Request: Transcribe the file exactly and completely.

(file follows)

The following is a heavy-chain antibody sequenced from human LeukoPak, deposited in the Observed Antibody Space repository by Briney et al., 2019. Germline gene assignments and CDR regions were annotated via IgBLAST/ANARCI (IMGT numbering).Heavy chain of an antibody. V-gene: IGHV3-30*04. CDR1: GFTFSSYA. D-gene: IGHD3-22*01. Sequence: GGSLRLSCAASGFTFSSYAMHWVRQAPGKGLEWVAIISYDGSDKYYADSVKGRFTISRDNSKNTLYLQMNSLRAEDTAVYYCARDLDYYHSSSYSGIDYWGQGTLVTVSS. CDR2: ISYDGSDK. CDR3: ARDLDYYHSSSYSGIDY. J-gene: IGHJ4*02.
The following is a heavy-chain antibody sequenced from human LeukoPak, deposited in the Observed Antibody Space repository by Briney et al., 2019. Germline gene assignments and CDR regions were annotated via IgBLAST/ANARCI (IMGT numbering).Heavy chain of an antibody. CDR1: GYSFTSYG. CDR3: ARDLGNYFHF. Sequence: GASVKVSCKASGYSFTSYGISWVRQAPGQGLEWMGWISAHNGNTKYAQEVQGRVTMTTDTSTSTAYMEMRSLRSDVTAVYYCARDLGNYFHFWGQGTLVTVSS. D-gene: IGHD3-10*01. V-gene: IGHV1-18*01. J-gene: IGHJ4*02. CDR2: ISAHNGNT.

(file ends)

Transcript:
The following is a heavy-chain antibody sequenced from human LeukoPak, deposited in the Observed Antibody Space repository by Briney et al., 2019. Germline gene assignments and CDR regions were annotated via IgBLAST/ANARCI (IMGT numbering).Heavy chain of an antibody. V-gene: IGHV3-30*04. CDR1: GFTFSSYA. D-gene: IGHD3-22*01. Sequence: GGSLRLSCAASGFTFSSYAMHWVRQAPGKGLEWVAIISYDGSDKYYADSVKGRFTISRDNSKNTLYLQMNSLRAEDTAVYYCARDLDYYHSSSYSGIDYWGQGTLVTVSS. CDR2: ISYDGSDK. CDR3: ARDLDYYHSSSYSGIDY. J-gene: IGHJ4*02.
The following is a heavy-chain antibody sequenced from human LeukoPak, deposited in the Observed Antibody Space repository by Briney et al., 2019. Germline gene assignments and CDR regions were annotated via IgBLAST/ANARCI (IMGT numbering).Heavy chain of an antibody. CDR1: GYSFTSYG. CDR3: ARDLGNYFHF. Sequence: GASVKVSCKASGYSFTSYGISWVRQAPGQGLEWMGWISAHNGNTKYAQEVQGRVTMTTDTSTSTAYMEMRSLRSDVTAVYYCARDLGNYFHFWGQGTLVTVSS. D-gene: IGHD3-10*01. V-gene: IGHV1-18*01. J-gene: IGHJ4*02. CDR2: ISAHNGNT.